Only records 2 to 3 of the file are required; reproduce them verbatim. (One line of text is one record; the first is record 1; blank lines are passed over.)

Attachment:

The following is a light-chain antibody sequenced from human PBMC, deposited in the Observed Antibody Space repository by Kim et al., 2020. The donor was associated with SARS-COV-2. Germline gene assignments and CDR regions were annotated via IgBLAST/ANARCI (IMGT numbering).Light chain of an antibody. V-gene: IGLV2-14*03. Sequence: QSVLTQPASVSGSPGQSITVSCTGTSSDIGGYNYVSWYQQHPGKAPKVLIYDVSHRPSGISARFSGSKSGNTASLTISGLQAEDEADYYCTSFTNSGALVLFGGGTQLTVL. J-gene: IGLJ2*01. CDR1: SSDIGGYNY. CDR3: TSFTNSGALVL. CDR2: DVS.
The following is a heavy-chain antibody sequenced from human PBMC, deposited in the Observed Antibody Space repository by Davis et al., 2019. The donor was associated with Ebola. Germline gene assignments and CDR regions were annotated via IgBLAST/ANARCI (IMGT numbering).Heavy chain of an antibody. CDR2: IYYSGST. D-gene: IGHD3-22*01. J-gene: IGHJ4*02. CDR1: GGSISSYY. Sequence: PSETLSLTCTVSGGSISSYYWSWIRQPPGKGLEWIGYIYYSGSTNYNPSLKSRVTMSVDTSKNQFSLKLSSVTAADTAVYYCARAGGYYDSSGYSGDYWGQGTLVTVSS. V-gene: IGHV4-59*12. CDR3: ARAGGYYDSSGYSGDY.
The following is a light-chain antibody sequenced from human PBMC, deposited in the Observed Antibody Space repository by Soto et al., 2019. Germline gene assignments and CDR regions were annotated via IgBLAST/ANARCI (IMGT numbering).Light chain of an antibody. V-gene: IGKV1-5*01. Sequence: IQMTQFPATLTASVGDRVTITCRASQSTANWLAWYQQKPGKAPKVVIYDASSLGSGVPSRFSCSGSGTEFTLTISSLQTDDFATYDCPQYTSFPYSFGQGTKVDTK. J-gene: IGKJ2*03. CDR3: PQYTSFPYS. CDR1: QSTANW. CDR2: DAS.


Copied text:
The following is a heavy-chain antibody sequenced from human PBMC, deposited in the Observed Antibody Space repository by Davis et al., 2019. The donor was associated with Ebola. Germline gene assignments and CDR regions were annotated via IgBLAST/ANARCI (IMGT numbering).Heavy chain of an antibody. CDR2: IYYSGST. D-gene: IGHD3-22*01. J-gene: IGHJ4*02. CDR1: GGSISSYY. Sequence: PSETLSLTCTVSGGSISSYYWSWIRQPPGKGLEWIGYIYYSGSTNYNPSLKSRVTMSVDTSKNQFSLKLSSVTAADTAVYYCARAGGYYDSSGYSGDYWGQGTLVTVSS. V-gene: IGHV4-59*12. CDR3: ARAGGYYDSSGYSGDY.
The following is a light-chain antibody sequenced from human PBMC, deposited in the Observed Antibody Space repository by Soto et al., 2019. Germline gene assignments and CDR regions were annotated via IgBLAST/ANARCI (IMGT numbering).Light chain of an antibody. V-gene: IGKV1-5*01. Sequence: IQMTQFPATLTASVGDRVTITCRASQSTANWLAWYQQKPGKAPKVVIYDASSLGSGVPSRFSCSGSGTEFTLTISSLQTDDFATYDCPQYTSFPYSFGQGTKVDTK. J-gene: IGKJ2*03. CDR3: PQYTSFPYS. CDR1: QSTANW. CDR2: DAS.